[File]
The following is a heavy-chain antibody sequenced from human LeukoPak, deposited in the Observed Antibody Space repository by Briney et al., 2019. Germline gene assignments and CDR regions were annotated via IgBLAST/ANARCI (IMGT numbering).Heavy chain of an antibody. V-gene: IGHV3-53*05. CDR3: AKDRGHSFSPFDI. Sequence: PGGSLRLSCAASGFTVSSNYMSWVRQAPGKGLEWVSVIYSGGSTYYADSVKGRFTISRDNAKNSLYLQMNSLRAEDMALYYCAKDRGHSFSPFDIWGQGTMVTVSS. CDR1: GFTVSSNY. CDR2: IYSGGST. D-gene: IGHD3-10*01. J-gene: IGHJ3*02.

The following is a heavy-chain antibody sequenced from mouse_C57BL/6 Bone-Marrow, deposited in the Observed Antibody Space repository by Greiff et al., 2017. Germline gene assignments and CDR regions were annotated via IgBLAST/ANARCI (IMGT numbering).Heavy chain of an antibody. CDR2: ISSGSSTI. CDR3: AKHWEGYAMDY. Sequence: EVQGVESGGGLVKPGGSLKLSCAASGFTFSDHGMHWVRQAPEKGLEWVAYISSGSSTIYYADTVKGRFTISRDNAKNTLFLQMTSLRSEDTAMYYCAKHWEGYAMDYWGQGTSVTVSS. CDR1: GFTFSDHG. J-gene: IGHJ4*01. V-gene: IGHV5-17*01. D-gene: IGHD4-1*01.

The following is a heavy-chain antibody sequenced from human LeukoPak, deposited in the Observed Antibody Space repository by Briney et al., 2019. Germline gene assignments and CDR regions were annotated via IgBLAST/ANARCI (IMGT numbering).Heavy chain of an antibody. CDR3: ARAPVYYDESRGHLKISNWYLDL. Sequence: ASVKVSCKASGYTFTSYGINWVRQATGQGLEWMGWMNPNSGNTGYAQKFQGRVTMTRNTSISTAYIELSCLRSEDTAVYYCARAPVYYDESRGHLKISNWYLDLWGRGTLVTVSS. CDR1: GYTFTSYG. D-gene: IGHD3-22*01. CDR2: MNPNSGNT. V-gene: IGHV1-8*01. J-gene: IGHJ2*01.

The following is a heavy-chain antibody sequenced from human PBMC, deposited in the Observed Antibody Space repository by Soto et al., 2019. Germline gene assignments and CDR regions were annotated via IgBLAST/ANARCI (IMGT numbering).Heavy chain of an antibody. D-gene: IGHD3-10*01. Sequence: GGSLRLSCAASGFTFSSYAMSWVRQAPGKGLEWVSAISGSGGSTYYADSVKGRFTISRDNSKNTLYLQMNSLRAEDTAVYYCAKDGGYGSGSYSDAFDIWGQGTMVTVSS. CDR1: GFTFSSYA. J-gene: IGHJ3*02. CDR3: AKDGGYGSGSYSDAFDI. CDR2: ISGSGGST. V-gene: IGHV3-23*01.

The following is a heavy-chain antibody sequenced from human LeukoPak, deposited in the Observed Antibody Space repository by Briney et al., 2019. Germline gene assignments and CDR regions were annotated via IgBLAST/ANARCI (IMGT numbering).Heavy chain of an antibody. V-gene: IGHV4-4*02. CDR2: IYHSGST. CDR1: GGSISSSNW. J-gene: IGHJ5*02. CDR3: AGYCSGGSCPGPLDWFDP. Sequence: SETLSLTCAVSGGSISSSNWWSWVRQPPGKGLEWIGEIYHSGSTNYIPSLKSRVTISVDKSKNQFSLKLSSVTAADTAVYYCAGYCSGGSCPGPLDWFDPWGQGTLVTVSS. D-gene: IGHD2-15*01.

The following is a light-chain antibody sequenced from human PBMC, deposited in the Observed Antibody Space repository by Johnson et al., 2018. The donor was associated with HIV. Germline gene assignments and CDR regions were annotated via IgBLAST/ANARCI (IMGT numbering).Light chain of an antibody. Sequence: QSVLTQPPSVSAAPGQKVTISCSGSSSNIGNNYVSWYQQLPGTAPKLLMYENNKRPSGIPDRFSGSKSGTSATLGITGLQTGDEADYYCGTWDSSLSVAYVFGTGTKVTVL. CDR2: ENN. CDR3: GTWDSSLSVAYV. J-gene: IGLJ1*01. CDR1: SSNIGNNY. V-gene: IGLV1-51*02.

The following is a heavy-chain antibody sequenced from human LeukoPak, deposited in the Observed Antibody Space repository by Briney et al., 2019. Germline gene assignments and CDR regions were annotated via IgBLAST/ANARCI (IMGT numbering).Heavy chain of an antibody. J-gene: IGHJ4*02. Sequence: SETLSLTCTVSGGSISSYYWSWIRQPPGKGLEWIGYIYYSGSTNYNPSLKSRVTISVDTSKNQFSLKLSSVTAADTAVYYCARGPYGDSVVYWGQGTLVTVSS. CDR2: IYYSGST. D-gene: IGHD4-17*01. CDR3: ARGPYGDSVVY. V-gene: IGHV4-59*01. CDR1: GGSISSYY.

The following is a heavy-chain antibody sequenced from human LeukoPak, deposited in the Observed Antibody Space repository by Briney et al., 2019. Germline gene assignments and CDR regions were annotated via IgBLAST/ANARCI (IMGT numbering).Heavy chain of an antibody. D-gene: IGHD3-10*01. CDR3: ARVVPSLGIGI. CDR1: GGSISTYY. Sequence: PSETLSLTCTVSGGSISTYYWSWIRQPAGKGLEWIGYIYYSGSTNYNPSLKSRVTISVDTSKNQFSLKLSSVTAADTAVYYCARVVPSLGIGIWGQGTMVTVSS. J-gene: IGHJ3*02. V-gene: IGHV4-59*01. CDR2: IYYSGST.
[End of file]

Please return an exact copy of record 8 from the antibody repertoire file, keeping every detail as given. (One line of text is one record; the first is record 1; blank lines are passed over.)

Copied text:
The following is a heavy-chain antibody sequenced from human LeukoPak, deposited in the Observed Antibody Space repository by Briney et al., 2019. Germline gene assignments and CDR regions were annotated via IgBLAST/ANARCI (IMGT numbering).Heavy chain of an antibody. D-gene: IGHD3-10*01. CDR3: ARVVPSLGIGI. CDR1: GGSISTYY. Sequence: PSETLSLTCTVSGGSISTYYWSWIRQPAGKGLEWIGYIYYSGSTNYNPSLKSRVTISVDTSKNQFSLKLSSVTAADTAVYYCARVVPSLGIGIWGQGTMVTVSS. J-gene: IGHJ3*02. V-gene: IGHV4-59*01. CDR2: IYYSGST.